During last year’s budget negotiations, Senate and House Republicans warned that many Obamacare enrollees would provide false information about their income in order to obtain subsidies to which they are not entitled. In response, HHS Secretary Sebelius (remember her?) promised to put in place a system through which the government would thoroughly vet the salary information submitted by applicants for coverage. That promise was a predicate — or if you’re cynical like me, a fig leaf — for the bargain Congress reached.
Consider Sebelius’ promise another lie of Obamacare. According to the Washington Post, hundreds of thousands of Americans are likely receiving bigger Obamacare subsidies than they deserve because they submitted incorrect salary information which the government did not properly vet before awarding subsidies.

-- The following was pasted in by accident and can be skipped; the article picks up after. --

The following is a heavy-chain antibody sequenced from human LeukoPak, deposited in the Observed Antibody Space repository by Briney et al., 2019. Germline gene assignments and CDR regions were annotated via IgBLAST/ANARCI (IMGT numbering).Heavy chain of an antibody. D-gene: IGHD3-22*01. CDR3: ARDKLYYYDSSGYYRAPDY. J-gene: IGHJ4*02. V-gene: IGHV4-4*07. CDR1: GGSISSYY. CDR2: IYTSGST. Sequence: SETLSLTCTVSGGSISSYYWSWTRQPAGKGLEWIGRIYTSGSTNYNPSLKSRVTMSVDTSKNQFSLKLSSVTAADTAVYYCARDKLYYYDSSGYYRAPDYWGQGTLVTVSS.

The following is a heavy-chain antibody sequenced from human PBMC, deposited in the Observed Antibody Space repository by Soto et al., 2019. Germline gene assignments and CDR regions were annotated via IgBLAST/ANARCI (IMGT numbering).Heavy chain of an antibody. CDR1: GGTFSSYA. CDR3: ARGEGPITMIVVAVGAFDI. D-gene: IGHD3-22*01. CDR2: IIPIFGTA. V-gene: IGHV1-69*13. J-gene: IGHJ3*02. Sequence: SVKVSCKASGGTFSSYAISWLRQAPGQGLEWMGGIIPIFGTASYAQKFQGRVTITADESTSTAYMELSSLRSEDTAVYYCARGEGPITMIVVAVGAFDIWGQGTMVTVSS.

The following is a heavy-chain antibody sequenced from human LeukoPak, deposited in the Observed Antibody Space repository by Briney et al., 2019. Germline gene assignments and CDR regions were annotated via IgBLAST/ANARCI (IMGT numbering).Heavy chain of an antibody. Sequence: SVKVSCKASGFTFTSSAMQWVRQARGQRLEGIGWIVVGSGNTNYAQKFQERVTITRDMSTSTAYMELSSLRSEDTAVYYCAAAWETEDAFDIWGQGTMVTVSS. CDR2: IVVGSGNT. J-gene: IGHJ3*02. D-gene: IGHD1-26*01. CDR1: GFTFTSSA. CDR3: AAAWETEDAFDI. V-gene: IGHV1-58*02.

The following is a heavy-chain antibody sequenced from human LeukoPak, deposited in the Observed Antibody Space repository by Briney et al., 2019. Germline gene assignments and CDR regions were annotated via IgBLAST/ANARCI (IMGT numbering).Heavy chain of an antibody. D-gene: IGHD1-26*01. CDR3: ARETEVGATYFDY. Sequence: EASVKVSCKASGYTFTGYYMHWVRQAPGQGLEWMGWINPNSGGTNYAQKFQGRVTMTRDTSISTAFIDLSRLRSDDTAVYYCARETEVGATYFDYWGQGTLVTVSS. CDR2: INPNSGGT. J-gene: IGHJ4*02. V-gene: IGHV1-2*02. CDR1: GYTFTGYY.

It was assumed, surely, that the vetting system promised by Sebelius would be fully computerized. But the administration had enough trouble getting its Obamacare computer system up and running at all. It still lacks the ability to use computers to resolve inconsistencies between the information submitted by applicants and IRS records (e.g. by uploading applicants’ pay stubs).
Thus, when the government finally turns to this task, it will do so by hand. That work is not expected to begin until “sometime this summer,” according to the Post.
The number of “inconsistencies” in the information supplied by Obamacare applicants is believed to be massive. The Post reports that internal documents suggest that more than 3 million of the 5.5 million enrolled in the federal insurance exchange have at least one inconsistency. Between 1.1 and 1.5 million inconsistencies are believed to involve income discrepancies.
In the days of the Soviet Union, workers used to joke that “the government pretends to pay us and we pretend to work.” So far under Obamacare, the joke seems to be “we pretend to report our real earnings and the government pretends to check.”